The New McCarthyism on Israel: Naming and Shaming . . . Hillel

By Alice Rothchild

Jewish communal and religious organizations have become increasingly donor driven and sclerotic when it comes to discourse on Israel/Palestine. This is clearly in evidence when it comes to the dogmatic guidelines espoused by Hillel International, the umbrella organization for local Hillel chapters on American campuses. Despite spouting pluralism and tolerance, the organization lists the following redlines for discourse or co-sponsorship: any person or group that

• Denies the right of Israel to exist as a Jewish and democratic state with secure and recognized borders;

• Delegitimizes, demonizes, or applies a double standard to Israel;

• Supports boycott of, divestment from, or sanctions against the State of Israel;

• Exhibits a pattern of disruptive behavior towards campus events or guest speakers or fosters an atmosphere of incivility

The guidelines grew out of work by the Anti-defamation League which in 1974 defined the “new anti-Semitism” as criticism of Israel and reinforced that concept with a publication in 1982. Ironically the conflation of all Jews with Israel is in itself a dangerous anti-Semitic trope. Israeli thinkers joined the fray in 2011 when the Reut Institute, a Tel Aviv think tank, issued a position paper that laid out a strategy of “naming and shaming” those on the left who support the boycott, divestment, and sanction movement against Israel, a one state solution, or the right of return for Palestinians. The document developed a detailed strategy to engage Jewish institutions and individuals in identifying and marginalizing leftist groups, separating them from liberals less critical to Israeli policy, creating a positive “Israeli brand”, and honing the definition of those who “delegitimize” Israel.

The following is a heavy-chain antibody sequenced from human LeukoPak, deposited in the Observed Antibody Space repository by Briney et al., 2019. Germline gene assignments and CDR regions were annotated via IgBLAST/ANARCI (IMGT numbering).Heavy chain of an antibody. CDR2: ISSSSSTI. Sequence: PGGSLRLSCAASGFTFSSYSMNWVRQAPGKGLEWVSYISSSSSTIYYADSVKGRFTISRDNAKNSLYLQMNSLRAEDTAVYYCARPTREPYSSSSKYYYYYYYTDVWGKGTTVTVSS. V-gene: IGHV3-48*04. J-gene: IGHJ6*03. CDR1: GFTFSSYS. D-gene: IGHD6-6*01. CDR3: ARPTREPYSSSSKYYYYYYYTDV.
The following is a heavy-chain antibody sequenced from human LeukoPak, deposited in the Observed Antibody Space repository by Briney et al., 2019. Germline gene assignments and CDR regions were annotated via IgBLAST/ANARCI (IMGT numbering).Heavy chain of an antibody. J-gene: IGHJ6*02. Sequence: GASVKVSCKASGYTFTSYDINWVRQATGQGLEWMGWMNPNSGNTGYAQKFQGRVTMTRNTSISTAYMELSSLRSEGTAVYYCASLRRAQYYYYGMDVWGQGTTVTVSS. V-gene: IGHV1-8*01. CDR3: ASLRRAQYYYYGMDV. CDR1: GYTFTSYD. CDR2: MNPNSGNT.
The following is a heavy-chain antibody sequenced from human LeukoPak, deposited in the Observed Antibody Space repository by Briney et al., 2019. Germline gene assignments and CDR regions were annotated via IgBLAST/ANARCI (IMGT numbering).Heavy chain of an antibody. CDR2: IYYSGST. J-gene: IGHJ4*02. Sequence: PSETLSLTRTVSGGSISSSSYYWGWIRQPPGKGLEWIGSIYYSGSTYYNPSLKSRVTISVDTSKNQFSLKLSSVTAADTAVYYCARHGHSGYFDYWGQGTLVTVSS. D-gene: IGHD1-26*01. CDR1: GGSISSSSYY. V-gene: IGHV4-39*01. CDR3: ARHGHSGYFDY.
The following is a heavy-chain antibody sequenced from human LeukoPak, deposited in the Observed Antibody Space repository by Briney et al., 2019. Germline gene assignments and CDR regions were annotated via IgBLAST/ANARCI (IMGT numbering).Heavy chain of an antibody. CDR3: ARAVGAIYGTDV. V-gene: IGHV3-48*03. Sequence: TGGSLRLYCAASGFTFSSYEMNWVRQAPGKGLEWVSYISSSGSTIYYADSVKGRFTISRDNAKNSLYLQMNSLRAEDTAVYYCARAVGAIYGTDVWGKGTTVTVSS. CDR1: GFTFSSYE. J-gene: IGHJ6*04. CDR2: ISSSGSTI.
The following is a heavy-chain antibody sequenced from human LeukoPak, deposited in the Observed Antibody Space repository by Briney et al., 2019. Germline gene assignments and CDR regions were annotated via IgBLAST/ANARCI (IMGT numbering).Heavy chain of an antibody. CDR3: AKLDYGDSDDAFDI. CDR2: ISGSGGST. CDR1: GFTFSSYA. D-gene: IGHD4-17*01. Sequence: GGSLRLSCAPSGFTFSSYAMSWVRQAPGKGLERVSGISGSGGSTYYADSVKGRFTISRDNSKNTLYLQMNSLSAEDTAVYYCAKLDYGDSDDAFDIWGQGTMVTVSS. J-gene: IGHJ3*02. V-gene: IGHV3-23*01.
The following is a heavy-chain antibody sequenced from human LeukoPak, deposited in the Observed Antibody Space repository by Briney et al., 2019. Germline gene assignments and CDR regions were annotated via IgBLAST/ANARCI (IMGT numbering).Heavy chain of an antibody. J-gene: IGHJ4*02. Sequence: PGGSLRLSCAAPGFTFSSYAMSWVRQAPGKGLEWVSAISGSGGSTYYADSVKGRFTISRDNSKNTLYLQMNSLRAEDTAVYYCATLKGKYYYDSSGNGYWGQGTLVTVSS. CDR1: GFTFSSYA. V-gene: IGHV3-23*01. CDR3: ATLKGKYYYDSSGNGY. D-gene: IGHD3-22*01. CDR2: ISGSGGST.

There are so many problems with this kind of thinking: Do countries have a “right to exist” or do they exist due to a complex coalescence of military might, aspirations, mythology, and historical movements. What does it mean to be a Jewish state? Can a Jewish state ever be democratic if by definition Jewish exceptionalism is the foundation of the country? How does a country derive legitimacy? Does the Israeli occupation or the five hundred dead children in Gaza threaten Israel’s “legitimacy”? If one is critical of Israel which receives a massive amount of US military aid and political cover, does one have to list all the other countries that commit human rights violations to be credible? If Palestinians are condemned when they commit violent resistance and condemned when they call for nonviolent resistance, how are they supposed to resist the occupation and daily violations to basic human rights and dignity?

These policies have led to the political and cultural world in which we find ourselves where the mood on US campuses has become increasingly McCarthyesque. Academics are monitored and attacked, student groups sympathetic to Palestinians are confronted with specious lies (see the youtube Hamas on Campus) or actively thrown out, critics are emotionally blackmailed with the epithet of “anti-Semite”, and liberal Jewish social justice organizations are afraid to support a boycott of fossil fuels lest it lend credibility to the boycott of Israel. Articles on the death of liberal Zionism are proliferating in the fourth estate. The latest assault on Gaza where large synagogues embraced by local politicians organized nationalistic and often racist Stand with Israel rallies, refused to acknowledge the Palestinian dead, and 90-97% of Israelis stood behind Netanyahu’s war mongering, was for some the final straw. As Rebecca Vilkomerson, the executive director of Jewish Voice for Peace relates, she received an email from a rabbi, “Enough. Sign me up.”